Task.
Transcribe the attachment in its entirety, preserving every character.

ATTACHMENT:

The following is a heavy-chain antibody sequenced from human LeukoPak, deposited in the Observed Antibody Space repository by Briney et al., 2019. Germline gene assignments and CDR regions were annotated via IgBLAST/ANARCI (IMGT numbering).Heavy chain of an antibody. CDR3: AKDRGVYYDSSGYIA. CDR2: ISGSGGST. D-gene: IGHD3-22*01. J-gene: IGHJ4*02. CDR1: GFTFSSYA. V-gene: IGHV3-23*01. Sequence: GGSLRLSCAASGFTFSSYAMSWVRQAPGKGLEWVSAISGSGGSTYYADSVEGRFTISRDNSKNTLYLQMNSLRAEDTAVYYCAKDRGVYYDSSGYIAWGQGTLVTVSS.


The following is a heavy-chain antibody sequenced from human LeukoPak, deposited in the Observed Antibody Space repository by Briney et al., 2019. Germline gene assignments and CDR regions were annotated via IgBLAST/ANARCI (IMGT numbering).Heavy chain of an antibody. CDR3: AKDRGVYYDSSGYIA. CDR2: ISGSGGST. D-gene: IGHD3-22*01. J-gene: IGHJ4*02. CDR1: GFTFSSYA. V-gene: IGHV3-23*01. Sequence: GGSLRLSCAASGFTFSSYAMSWVRQAPGKGLEWVSAISGSGGSTYYADSVEGRFTISRDNSKNTLYLQMNSLRAEDTAVYYCAKDRGVYYDSSGYIAWGQGTLVTVSS.